Christians across America should be terrified by Hillary Clinton’s denouncing of Trump supporters as “bigoted” people who are so “deplorable” that they are “irredeemable,” because she was primarily talking about people of faith, as reflected by one of her top Democratic supporters just one day before Clinton’s infamous speech.
While many commentators were stunned by Clinton’s comments, most have overlooked the setting and context. Clinton was speaking in New York City at an LGBT event. And she specified that the “bigoted” and “irredeemable” people she was denouncing are both homophobic and Islamophobic.
Observant Christians in 2016 are repeatedly called bigoted and homophobic for holding to biblical teaching and church doctrine that marriage is between a man and a woman, that sexuality should be expressed only between married couples, and that a person’s sex is part of how God deliberately made them, and is something they should embrace. These leftists also say that these observant Christians are anti-woman because believing in protecting the life of the unborn is a form of “discrimination.”
Clinton’s charge of Islamophobia was broadly cast against Americans who raise concerns regarding what certain segments within Islam—not all Muslims, but rather those who adhere the versions that embrace violence and jihad—believe and whether this should factor into American immigration law and foreign policy. Many Christian leaders are also called Islamophobic whenever they contrast Christianity with various Islamic beliefs that some Muslims hold.
What did Clinton mean by her shocking attack? The answer is found in a report issued on Sept. 7—one day before Clinton’s anti-Christian screed—by the U.S. Commission on Civil Rights. Chairman Martin Castro—an ally and supporter of Clinton and Obama—said in a statement accompanying the report, “The phrases ‘religious liberty’ and ‘religious freedom’ … remain code words for discrimination, intolerance, racism, sexism, homophobia, Islamophobia, Christian supremacy or any form of intolerance.”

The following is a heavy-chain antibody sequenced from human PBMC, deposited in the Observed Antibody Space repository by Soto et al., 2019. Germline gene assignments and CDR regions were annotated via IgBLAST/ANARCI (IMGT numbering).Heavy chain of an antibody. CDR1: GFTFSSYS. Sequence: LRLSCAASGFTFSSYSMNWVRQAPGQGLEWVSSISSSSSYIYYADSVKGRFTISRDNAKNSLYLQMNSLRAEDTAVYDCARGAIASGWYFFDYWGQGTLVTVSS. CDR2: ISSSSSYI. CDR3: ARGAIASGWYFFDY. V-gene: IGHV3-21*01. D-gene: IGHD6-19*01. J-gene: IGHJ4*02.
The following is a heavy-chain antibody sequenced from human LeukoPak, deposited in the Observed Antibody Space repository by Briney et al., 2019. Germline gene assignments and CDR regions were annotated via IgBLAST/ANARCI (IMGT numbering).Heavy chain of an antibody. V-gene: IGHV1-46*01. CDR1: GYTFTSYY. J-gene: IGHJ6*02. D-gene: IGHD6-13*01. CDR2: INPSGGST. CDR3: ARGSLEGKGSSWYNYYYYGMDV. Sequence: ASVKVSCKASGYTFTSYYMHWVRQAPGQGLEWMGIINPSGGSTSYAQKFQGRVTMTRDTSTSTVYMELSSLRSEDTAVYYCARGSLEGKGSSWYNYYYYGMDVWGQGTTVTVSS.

So what kind of “religious liberty” does Clinton and the Obama administration believe is acceptable? As conservative giant Ken Blackwell wrote this week in an article for The Hill picked up by the Drudge Report, during his time in Latin America, Clinton’s running mate Tim Kaine became a zealous advocate of “liberation theology,” which is “a radical, Marxist-based ideology at odds with the Church, the pope, and the United States, but supportive of (and supported by) the Soviet Union.”
So theology that calls for government-run socialized healthcare or government redistribution of wealth is okay, but theology that adheres to millennia-old Christian teachings on human life, other social issues, and religious liberty are “deplorable,” so much so that those who hold such views are “irredeemable” in the eyes of a woman who wants to become the most powerful person in the world. That was why in 2015 she said in a speech that orthodox Christian views on these issues “have to be changed.”
And she is fiercely committed to creating a Supreme Court that shares her views.
The timing of Hillary’s “basket of deplorables” vitriol further shows that it was directed against people of faith. On the very day she issued her shrill condemnation of Americans who hold traditional views on abortion, marriage, religious liberty, and other social issues, Donald Trump was talking about religious liberty and the Supreme Court with those very people at the Values Voter Summit (VVS), where the crowd went wild in response to his remarks, as well as to the speech offered the following day by his running mate, Gov. Mike Pence.
As Pence declared in defense of these tens of millions of decent citizens at VVS on Sept. 9, the day after Clinton’s attack, “Hillary, they are not a basket of anything. They are Americans, and they deserve your respect!”
Recent shifts in the polls may provide evidence that voters agree with the governor.
Ken Klukowski is senior legal editor for Breitbart News and senior counsel with First Liberty Institute—the largest law firm in the United States exclusively dedicated to protecting religious liberty. Follow him on Twitter @kenklukowski.